A Canadian of great learning and teaching at Harvard University called Michael Ignatieff, wrote a book called Human Rights as Politics and Idolatry. Human rights are becoming an object of idolatry. People are looking at human rights as replacement for religion. Remember, both Karl Marx and French 18th-century philosopher Jean-Jacques Rousseau, philosophers with great impact on the modern world, saw the need to replace religion with something else, or implicitly replace it with something else. Rousseau wanted to banish prior religion out of the public sphere and replace it with civic religion.

We are more afraid of religion in our own time, so we have come up with the fantasy of the neutral state: the idea is that the state makes no metaphysical claims about right or wrong, or good and true. But it is a false idea. Linguistic philosophers Owen Barfield and Michael Polanyi have exposed that you can hide faith in assumptions. One of the ways is to say: “Ah, we live in a secular society in which religion is over here, and all the moral questions are over here on the opposite side.” But it’s not true. Your moral questions are just hidden, and you call them something else.

It is the same with law. Law is filled with moral assumptions and moral questions. Moral philosopher John Rawls, the most influential theorist in the 20th century, said that his theory was political, not metaphysical. Is that true? Can you have politics without metaphysics?

What are metaphysics? It’s what is not measurable empirically. And that is “justice”. You can’t have a kilogram of justice. So, how can you have a central theory of law about justice that is not metaphysical? It’s nonsense. And yet Rawls’ idea is massively influential. He was trying to come up with a theory that would link contemporary theories of law with the notion of “fairness”; justice is fairness. But this is just a car running on empty, fuelled only by the fumes of a prior age.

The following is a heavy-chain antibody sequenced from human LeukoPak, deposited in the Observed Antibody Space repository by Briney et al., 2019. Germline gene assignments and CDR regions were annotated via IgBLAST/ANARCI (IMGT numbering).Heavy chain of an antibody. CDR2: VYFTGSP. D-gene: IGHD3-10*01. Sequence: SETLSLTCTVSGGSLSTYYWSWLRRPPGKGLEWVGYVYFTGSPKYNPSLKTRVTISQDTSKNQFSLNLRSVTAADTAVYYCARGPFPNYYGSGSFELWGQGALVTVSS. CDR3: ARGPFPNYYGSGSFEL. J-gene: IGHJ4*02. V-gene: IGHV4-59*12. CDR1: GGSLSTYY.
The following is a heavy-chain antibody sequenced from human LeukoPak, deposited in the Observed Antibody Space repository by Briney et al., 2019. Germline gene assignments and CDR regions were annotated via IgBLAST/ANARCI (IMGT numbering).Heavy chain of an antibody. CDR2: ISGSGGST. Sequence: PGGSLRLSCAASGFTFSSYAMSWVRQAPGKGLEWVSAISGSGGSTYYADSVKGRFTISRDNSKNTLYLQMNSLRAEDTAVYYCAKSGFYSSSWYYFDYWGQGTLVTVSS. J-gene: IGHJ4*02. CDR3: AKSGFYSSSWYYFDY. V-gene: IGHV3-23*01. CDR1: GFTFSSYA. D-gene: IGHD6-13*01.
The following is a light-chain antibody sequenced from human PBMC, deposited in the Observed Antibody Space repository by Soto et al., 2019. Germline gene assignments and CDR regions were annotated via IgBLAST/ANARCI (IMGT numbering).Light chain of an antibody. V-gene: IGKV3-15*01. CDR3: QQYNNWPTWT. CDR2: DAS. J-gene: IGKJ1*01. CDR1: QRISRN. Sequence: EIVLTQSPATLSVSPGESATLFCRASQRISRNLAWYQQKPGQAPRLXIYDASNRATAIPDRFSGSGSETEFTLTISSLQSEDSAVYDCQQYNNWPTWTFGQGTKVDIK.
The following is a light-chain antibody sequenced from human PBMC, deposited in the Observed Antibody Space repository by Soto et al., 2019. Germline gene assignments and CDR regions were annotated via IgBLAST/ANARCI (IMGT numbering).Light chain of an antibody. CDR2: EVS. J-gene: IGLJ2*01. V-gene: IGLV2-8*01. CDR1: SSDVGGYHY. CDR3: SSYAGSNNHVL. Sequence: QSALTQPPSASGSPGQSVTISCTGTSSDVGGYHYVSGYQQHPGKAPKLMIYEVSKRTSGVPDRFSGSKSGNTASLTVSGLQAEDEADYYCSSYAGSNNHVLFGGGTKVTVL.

Liberalism in its early phases depended on Judeo-Christian sentiments. Well, as those have vanished, our students no longer understand parables. You know, I can ask a class at a Catholic university who knows the parable of the Good Samaritan, and what percentage of students know it? A tiny minority. That is troubling, not because you cannot understand truth without parables like the Good Samaritan, but because you cannot understand your tradition without the parable of the Good Samaritan, and it is within tradition that narratives about truth are passed on.

So the first thing to understand is that vague terms such as values, equality and discrimination are being used in a framework that is implicitly religious. If you wonder why zealots for human rights are so passionate, it is because they are the new fundamentalists. They have the fervour of the religious, and they have the hope that by driving their theories, they’re going to bring about a better society.

It’s really a claim for justice. The problem is that it does not go hand-in-hand with a respect for diversity. They use diversity to get access to the category of the public, and then systematically dissolve it for everyone else. They drive home homogeneity; everybody then has to accept the new category. The redefinition of marriage is a good example.

Marriage a major target

In 1994, I sat on the bench at the Supreme Court of Canada in a case called Egan and Nesbit. It was the first case before the Supreme Court of Canada and one of the first in the Western world on same-sex conjugal rights. Council for Equality for Gays and Lesbians Everywhere, a highly sophisticated and successful gay activist group in Canada, argued that gays and lesbians are not interested in marriage; it’s not their institution, she insisted.

She argued against our intervention on behalf of the inter-faith coalition in which we said, “don’t change the term ‘conjugal’ in this benefits legislation, because it’s going to impact marriage”. She said: “Nah, it’s got nothing to do with marriage.” Well, 1994, that’s yesterday. What has happened since?

How many cases have I been in at different levels of court, including the Supreme Court of Canada, in which the claim was made that gays and lesbians aren’t interested in marriage? Well, they are interested in marriage. Then they protest: “Well, actually, you can’t criticise our concept of marriage.” And then they say: “Your charitable status should be revoked because you don’t endorse our view of marriage.” And then: “Your school system [a quality Catholic school system] needs to have our clubs in it.”